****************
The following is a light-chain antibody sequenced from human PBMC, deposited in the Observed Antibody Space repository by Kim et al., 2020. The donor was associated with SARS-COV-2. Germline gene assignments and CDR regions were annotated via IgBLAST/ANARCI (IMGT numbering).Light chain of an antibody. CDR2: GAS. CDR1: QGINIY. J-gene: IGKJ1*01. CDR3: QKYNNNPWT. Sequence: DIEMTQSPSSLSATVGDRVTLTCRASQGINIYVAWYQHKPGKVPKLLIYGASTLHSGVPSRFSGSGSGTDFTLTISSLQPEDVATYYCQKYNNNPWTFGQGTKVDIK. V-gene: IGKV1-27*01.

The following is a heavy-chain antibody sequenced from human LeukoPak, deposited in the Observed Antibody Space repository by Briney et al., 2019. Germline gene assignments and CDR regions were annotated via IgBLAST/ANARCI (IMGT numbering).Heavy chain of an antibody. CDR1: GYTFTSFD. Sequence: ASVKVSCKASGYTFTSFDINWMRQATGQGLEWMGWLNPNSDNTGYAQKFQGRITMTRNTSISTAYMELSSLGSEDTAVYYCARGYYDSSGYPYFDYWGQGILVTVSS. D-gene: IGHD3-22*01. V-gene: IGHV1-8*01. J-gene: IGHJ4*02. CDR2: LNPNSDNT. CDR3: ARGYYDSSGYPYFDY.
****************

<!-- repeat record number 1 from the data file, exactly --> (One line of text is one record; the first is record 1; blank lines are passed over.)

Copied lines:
The following is a light-chain antibody sequenced from human PBMC, deposited in the Observed Antibody Space repository by Kim et al., 2020. The donor was associated with SARS-COV-2. Germline gene assignments and CDR regions were annotated via IgBLAST/ANARCI (IMGT numbering).Light chain of an antibody. CDR2: GAS. CDR1: QGINIY. J-gene: IGKJ1*01. CDR3: QKYNNNPWT. Sequence: DIEMTQSPSSLSATVGDRVTLTCRASQGINIYVAWYQHKPGKVPKLLIYGASTLHSGVPSRFSGSGSGTDFTLTISSLQPEDVATYYCQKYNNNPWTFGQGTKVDIK. V-gene: IGKV1-27*01.